Household smoke alarm technology has been stagnant for years. The main methods of detection are photoelectric and ionization. Each triggers an alarm when they detect products of combustion. These technologies have individual strengths. When combined, they can offset each other’s weaknesses. However, both technologies are susceptible to nuisance alarms – primarily from cooking and steam. According to National Fire Protection Association (NFPA) statistics, most home fire deaths occur when smoke alarms are not present or do not work. When a smoke alarm fails, it’s usually the result of being disabled. Nuisance alarms are the leading cause of disabled smoke alarms1. Thus, reducing nuisance alarms would not only reduce frustrations, but also save lives.
Smoke alarms haven’t changed much throughout the years, but home contents have. Over the past few decades, the use of man-made synthetic materials (such as polyurethane foam) has become widespread. When compared to traditional materials, synthetic materials burn faster and hotter. This greatly reduces the time between fire detection and the onset of hazardous conditions. As the amount of synthetic materials in households increases, so does the need for reliable detection and notification.
By 2010, NFPA realized the importance of reducing nuisance alarms. Thus, the 2010 edition of the National Fire Alarm and Signaling Code (NFPA 72) added language to restrict the placement of smoke alarms near stationary cooking appliances.
The requirements in NFPA 72 are not adopted in all jurisdictions. Also, adopted codes are not always enforced. As a result, NFPA added a new requirement to the 2013 edition of NFPA 72. The new requirement aimed to reduce nuisance alarms by modifying test standards. Effective January 1, 2019, newly installed household smoke alarms had to be listed for resistance to common nuisance sources. This requirement was also in the 2016 edition of NFPA 72. However, it became clear that manufacturers needed more time to comply with the above-mentioned requirement. As such, the 2019 edition of NFPA 72 requires the same listing to resist common nuisance sources but postpones the effective date to January 1, 2022 (reference Section 220.127.116.11(6) in NFPA 72-2019 for specific language).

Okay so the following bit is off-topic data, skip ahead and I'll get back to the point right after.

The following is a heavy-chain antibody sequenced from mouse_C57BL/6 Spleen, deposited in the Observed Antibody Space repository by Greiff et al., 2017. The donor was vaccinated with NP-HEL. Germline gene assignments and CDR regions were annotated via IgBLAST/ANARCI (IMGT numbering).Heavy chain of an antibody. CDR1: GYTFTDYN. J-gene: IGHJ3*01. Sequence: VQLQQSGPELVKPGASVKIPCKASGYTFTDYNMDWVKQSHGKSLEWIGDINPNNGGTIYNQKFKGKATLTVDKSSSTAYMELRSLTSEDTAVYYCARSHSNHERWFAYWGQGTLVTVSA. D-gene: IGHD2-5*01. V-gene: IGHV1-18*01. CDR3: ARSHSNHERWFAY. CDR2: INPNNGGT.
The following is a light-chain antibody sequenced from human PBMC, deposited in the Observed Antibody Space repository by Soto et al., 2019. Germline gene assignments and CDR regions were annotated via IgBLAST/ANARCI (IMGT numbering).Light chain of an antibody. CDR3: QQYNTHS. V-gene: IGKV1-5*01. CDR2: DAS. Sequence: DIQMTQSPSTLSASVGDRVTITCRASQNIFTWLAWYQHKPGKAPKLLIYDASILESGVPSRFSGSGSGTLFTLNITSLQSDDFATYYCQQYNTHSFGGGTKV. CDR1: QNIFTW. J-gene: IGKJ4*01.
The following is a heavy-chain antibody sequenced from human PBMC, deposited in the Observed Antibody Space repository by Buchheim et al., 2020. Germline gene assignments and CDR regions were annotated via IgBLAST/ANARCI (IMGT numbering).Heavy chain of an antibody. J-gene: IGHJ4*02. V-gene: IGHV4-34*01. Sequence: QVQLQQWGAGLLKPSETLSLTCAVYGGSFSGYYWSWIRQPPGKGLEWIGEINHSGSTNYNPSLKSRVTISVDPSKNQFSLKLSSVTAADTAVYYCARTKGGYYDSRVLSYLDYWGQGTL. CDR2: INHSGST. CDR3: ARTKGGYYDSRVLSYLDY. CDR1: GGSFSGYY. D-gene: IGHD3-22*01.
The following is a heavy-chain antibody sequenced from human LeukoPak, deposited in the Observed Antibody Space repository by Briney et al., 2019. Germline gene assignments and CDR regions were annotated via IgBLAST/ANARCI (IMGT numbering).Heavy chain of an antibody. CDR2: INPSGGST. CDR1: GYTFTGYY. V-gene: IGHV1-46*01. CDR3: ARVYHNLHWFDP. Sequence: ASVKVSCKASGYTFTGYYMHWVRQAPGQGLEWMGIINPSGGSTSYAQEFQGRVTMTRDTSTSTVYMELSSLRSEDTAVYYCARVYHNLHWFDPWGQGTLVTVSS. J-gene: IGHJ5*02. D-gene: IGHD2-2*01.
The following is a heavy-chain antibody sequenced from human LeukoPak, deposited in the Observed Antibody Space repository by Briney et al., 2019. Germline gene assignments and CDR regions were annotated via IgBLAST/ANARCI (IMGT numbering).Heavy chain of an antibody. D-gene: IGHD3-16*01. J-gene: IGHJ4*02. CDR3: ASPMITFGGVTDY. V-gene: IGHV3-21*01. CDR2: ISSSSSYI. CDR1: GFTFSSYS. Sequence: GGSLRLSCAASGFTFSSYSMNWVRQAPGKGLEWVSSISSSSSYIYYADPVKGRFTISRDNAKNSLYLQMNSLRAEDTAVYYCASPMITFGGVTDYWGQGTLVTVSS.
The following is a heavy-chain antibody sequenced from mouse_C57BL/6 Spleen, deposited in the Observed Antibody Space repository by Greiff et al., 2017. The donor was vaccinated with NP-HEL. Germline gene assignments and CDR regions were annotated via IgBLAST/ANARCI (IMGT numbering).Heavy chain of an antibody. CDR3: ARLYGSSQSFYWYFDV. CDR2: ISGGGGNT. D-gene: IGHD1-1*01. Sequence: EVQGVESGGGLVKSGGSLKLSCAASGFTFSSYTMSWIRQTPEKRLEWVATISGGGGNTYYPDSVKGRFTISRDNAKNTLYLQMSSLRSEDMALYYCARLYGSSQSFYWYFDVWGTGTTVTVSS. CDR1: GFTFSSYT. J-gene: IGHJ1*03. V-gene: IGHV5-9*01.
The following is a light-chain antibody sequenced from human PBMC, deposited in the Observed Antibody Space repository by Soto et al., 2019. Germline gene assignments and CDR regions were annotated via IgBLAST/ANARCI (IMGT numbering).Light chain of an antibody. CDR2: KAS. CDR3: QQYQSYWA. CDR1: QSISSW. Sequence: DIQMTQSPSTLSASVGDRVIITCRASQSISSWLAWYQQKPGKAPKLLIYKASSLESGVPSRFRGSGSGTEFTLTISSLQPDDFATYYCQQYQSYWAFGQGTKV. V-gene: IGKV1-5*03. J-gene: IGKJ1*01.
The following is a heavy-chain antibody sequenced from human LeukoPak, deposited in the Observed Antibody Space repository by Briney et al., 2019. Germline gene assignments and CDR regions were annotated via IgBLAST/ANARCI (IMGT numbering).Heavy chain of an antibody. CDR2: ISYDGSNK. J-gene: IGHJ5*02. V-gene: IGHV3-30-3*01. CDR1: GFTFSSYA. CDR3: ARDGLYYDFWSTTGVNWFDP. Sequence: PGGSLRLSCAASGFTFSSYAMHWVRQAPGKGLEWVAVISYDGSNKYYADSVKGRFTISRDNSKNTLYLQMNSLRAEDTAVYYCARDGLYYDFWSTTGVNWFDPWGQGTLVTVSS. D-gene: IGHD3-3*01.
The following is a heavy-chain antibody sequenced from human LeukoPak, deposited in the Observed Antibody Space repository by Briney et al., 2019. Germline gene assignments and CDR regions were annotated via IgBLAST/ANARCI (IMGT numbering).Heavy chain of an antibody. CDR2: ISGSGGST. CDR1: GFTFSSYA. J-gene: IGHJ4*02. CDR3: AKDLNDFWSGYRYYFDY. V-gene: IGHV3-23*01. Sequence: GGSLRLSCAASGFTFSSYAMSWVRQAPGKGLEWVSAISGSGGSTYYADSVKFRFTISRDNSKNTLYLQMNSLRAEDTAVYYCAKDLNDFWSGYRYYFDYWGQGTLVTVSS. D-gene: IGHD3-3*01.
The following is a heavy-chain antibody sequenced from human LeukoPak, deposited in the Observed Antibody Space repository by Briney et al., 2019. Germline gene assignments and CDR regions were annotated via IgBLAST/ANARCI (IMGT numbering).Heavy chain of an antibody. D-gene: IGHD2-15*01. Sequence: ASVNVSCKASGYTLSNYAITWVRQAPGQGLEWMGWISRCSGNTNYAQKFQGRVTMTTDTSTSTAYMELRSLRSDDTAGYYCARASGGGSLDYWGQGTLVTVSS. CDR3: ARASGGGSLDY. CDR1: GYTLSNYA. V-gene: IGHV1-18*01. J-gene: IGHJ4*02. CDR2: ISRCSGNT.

It’s exciting to know manufacturers are close to marketing smoke alarms that are resistant to nuisance sources. Currently, smoke alarms are being tested for such a listing. Instead of just knowing if smoke is present, the next generation of smoke alarms should be able to determine the composition of smoke particles present to decipher what’s burning and if it’s a threat. The exact science behind the next generation of smoke alarms is complex and closely guarded by each manufacturer. In time, it will be better understood. However, it’s the result that matters. Next generation smoke alarms will reduce the frustration of nuisance alarms. In turn, people will be less likely to disable their household smoke alarms. This will save lives.
Written By: Mark R. Richards, PE
1 NFPA. (September 2015). Reports and statistics about smoke alarms. https://www.nfpa.org/Public-Education/By-topic/Smoke-alarms/Reports-and-statistics-about-smoke-alarms